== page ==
Ireland vs Wales: Reaction 3

Les Kiss – not one of his better days

It seems really distasteful to criticise Les Kiss. He comes across as a hell of a nice guy and a chap absolutely brimful of integrity. He has been the most innovative defense coach in Ireland’s history and his demeanour, his depth of knowledge about how the game is played at the highest level today and his record all point towards ideal head-coach material. 

However, on Sunday’s evidence he is being stretched too far. Nothing about Ireland’s defensive gameplan was convincing, and there didn’t seem to be any real coherence in their attacking strategy.

D-Fence

Les Kiss has been there and got the t-shirt. Unfortunately, he forgot to wear it on Sunday. He was caught in a dilemma between wearing the D-Fence T-shirt and the Attack onesie

This was probably the most disappointing defensive display of a Kiss team that The Mole can remember, certainly on a strategic and tactical level. We may have had days when we have conceded more tries and missed more tackles, but it’s difficult to recall a defensive approach that was so patently wrong from the offset and was shown up in play after play.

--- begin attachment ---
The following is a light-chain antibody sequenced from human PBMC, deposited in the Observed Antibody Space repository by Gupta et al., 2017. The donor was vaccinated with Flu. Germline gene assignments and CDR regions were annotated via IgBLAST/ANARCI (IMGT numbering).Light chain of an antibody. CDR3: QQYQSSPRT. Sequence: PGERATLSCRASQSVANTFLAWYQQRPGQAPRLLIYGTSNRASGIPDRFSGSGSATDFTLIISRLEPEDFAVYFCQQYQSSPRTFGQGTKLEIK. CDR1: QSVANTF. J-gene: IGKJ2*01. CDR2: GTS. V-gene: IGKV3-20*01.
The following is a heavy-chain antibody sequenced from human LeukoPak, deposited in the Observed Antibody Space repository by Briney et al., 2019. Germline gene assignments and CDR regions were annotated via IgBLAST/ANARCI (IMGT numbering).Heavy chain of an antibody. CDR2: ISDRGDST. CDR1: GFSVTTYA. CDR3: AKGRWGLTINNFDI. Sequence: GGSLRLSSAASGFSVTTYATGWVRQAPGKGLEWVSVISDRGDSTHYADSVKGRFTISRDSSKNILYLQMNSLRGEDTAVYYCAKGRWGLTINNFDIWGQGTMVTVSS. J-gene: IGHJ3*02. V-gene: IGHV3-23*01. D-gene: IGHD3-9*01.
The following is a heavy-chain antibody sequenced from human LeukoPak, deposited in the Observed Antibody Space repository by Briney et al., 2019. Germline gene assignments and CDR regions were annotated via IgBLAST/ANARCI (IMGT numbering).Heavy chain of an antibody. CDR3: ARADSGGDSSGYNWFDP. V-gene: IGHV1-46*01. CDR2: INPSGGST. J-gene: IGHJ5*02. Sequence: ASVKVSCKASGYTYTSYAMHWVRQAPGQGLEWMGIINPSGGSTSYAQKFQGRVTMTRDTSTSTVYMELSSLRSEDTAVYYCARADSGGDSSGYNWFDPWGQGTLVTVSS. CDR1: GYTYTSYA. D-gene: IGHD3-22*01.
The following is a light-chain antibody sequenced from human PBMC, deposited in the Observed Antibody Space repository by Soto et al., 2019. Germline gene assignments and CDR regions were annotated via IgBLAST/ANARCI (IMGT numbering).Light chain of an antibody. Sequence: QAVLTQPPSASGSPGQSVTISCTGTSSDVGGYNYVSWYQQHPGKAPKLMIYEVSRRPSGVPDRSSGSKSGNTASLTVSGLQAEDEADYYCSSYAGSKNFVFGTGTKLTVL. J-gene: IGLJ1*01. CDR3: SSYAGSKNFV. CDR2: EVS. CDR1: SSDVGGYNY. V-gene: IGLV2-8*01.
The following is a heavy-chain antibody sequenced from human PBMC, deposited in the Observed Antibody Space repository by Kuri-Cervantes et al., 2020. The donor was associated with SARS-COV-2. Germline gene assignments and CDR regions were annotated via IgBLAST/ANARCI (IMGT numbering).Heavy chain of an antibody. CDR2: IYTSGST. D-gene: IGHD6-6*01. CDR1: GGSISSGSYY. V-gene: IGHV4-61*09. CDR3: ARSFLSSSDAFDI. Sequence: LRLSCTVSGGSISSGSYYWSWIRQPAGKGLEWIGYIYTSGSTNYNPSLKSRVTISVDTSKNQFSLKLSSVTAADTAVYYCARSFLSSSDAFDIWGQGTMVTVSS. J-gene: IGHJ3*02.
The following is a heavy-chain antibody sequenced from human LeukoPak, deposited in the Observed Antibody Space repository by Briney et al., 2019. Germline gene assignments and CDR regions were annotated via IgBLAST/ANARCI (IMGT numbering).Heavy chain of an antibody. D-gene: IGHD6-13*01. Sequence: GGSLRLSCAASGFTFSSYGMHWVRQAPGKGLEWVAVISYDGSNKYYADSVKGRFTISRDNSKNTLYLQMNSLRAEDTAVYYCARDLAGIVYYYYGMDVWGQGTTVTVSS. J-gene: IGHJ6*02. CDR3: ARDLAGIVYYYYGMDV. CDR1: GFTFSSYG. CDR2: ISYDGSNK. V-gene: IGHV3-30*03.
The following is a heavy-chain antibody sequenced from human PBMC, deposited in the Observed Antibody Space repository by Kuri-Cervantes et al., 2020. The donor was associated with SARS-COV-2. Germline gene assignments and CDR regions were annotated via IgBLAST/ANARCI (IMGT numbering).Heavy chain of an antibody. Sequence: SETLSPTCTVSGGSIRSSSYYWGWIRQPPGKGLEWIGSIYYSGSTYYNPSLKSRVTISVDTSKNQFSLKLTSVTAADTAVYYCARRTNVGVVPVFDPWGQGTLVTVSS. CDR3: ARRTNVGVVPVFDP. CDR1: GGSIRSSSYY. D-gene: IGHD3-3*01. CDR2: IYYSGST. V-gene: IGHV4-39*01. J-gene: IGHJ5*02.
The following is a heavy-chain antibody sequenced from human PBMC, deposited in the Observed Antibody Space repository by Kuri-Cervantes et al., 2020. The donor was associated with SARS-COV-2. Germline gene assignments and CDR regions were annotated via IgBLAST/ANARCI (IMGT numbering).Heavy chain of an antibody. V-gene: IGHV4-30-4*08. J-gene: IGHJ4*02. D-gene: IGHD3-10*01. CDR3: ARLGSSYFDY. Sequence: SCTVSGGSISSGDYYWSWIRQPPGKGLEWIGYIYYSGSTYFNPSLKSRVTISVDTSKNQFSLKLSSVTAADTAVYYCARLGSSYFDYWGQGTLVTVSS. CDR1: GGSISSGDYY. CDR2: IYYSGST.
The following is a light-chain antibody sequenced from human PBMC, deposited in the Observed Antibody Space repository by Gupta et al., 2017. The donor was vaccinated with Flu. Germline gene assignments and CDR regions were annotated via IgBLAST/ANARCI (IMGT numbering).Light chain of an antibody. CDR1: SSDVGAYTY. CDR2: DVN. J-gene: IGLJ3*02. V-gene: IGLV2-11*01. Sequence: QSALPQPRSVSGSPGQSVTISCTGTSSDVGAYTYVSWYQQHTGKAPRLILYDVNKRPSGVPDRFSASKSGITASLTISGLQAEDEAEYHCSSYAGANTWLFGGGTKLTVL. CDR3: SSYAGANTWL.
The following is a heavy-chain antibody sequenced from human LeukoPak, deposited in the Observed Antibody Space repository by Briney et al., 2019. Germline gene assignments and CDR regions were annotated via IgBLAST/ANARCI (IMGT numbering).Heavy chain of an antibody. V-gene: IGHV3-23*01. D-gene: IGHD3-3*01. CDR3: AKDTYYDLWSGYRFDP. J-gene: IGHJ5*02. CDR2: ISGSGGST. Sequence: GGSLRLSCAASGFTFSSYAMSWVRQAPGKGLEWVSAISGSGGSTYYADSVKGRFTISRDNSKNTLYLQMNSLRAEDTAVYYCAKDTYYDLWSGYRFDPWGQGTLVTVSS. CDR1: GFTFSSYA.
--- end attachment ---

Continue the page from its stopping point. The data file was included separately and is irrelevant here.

The Welsh selection loaded their three-quarter line with huge backs:

  • North 193cm [6’4”] and 104kg [16st5lbs]
  • Roberts 193cm [6’4”] and 110kg [17st4lbs]
  • Davies 185cm [6’1”] and 103kg [16st3lbs]
  • Cuthbert 198cm [6’6”] and 104kg [16st5lbs]

That would give them certain advantages, and certain disadvantages. For example, outside of the ridiculously gifted George North, sleight of foot isn’t a strong point. If you rush up on them, their quick feet aren’t going to make you look a fool with a vintage sidestep. On the other hand, if you let them get into their stride, their bulk and pace makes them very difficult to stop on the gainline.